Essay on The Character of Ophelia in Shakespeare's Hamlet

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The Character of Ophelia in Hamlet In Shakespeare's play, Hamlet, the character Ophelia plays an important role in the elaboration of the plot. In the beginning, she is in a healthy state of mind, in love with Hamlet, yet controlled by her father. During the play she has several troubling experiences involving Hamlet - causing her to become distressed. The death of Ophelia's father leaves her mentally unstable and in a state of madness that eventually leads to her own death. Ophelia and Hamlet's love for each other begins as a very real experience. Hamlet is quite attracted by Ophelia's beauty and falls in love with her. However, Ophelia is very much controlled by her father, Polonius, a highly respected…show more content…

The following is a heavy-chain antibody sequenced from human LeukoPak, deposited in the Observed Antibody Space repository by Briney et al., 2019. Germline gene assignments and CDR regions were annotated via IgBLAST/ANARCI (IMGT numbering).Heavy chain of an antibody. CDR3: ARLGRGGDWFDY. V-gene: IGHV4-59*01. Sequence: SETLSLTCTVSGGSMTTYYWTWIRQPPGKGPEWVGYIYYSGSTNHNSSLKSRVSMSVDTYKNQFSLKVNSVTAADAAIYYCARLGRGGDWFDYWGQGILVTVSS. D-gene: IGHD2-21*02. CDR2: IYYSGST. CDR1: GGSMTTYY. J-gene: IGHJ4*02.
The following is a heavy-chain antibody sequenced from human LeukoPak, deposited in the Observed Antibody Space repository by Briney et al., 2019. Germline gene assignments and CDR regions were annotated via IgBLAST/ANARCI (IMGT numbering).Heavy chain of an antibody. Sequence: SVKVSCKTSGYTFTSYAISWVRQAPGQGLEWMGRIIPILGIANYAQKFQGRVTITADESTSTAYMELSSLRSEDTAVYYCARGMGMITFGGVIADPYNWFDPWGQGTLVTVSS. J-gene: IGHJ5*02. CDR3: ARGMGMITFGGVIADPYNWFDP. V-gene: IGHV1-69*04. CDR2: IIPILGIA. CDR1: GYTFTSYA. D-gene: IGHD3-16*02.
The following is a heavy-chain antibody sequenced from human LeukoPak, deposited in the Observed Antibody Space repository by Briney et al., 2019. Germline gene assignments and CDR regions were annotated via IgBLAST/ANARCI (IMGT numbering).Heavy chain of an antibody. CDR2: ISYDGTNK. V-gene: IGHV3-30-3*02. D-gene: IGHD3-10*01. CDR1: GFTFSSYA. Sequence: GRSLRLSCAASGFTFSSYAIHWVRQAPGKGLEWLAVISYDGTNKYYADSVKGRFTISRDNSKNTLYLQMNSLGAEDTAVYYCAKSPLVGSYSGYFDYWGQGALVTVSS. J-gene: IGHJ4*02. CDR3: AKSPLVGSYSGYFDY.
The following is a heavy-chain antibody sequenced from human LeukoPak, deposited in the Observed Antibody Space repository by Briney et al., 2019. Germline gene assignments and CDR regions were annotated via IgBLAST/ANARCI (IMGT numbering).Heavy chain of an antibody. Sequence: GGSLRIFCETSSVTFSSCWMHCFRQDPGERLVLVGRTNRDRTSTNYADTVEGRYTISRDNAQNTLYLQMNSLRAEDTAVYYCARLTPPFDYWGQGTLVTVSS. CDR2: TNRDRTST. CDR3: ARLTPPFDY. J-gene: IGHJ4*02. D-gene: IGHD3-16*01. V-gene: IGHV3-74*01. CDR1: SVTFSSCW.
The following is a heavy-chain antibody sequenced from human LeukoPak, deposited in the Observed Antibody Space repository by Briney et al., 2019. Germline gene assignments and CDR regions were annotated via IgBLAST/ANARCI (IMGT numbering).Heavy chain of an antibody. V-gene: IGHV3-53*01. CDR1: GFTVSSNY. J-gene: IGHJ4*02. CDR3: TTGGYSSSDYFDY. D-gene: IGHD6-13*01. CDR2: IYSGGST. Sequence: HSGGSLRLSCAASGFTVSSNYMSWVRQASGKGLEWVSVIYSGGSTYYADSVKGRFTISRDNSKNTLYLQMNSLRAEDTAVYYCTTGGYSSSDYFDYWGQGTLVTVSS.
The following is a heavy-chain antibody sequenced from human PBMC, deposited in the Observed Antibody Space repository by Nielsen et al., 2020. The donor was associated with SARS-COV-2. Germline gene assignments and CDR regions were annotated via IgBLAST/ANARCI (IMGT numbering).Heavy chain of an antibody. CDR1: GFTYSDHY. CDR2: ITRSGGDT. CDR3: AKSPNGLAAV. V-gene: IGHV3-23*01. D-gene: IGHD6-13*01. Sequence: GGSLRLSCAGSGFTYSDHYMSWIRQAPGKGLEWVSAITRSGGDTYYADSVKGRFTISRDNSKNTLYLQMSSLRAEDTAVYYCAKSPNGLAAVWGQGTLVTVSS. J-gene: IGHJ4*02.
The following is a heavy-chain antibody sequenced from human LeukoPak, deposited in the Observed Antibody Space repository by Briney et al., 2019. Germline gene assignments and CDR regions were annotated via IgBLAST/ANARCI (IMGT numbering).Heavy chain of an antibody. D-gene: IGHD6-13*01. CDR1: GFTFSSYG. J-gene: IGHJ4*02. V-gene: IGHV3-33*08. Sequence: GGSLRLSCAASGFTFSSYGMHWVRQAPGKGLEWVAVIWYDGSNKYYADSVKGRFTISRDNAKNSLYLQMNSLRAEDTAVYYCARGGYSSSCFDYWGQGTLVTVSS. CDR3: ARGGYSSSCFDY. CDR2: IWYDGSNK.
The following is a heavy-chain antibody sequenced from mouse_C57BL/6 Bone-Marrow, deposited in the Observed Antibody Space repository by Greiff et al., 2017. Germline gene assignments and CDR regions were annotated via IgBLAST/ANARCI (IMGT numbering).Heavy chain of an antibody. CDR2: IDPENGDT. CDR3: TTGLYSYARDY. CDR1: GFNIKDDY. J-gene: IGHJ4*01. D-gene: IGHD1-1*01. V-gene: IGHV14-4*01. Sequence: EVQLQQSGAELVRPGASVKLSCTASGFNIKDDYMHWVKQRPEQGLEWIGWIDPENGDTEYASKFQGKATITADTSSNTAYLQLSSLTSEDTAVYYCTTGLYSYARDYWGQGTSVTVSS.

Laertes knows that Hamlet may not be able to choose his own marriage partner in the future because he will have to act in a manner that is best for the country. He does not want Hamlet to treat his sister as a plaything only to end up leaving her. So he warns Ophelia to be careful. Ophelia is incapable of ignoring her father's and her brother's opinions. So, feeling as though she has no control over her life, she writes Hamlet a letter informing him that she can no longer see him. This sets in motion a chain of events that eventually leads to her destruction. When Hamlet receives the letter from Ophelia he is terribly hurt and angered by her words. The next time he sees her, she is surprised, and even a bit frightened, by his behavior. Hamlet does not look like himself, and he acts very strangely towards her. He took me by the wrist and held me hard; Then goes he to the length of all his arm, And, with his other hand thus o'er his brow He falls to such perusal of my face As he would draw it. Long stayed he so (II.i.98-102). As Hamlet exits, he leaves behind an intensely troubled, saddened, and guilt-ridden Ophelia who immediately tells her father about her unsettling experience. Polonius believes that Ophelia's love has made Hamlet crazy. "That hath made him mad" (II. i.122). Polonius then goes to tell the King and Queen of Hamlet's strange behavior and makes plans to spy on Hamlet to prove he has
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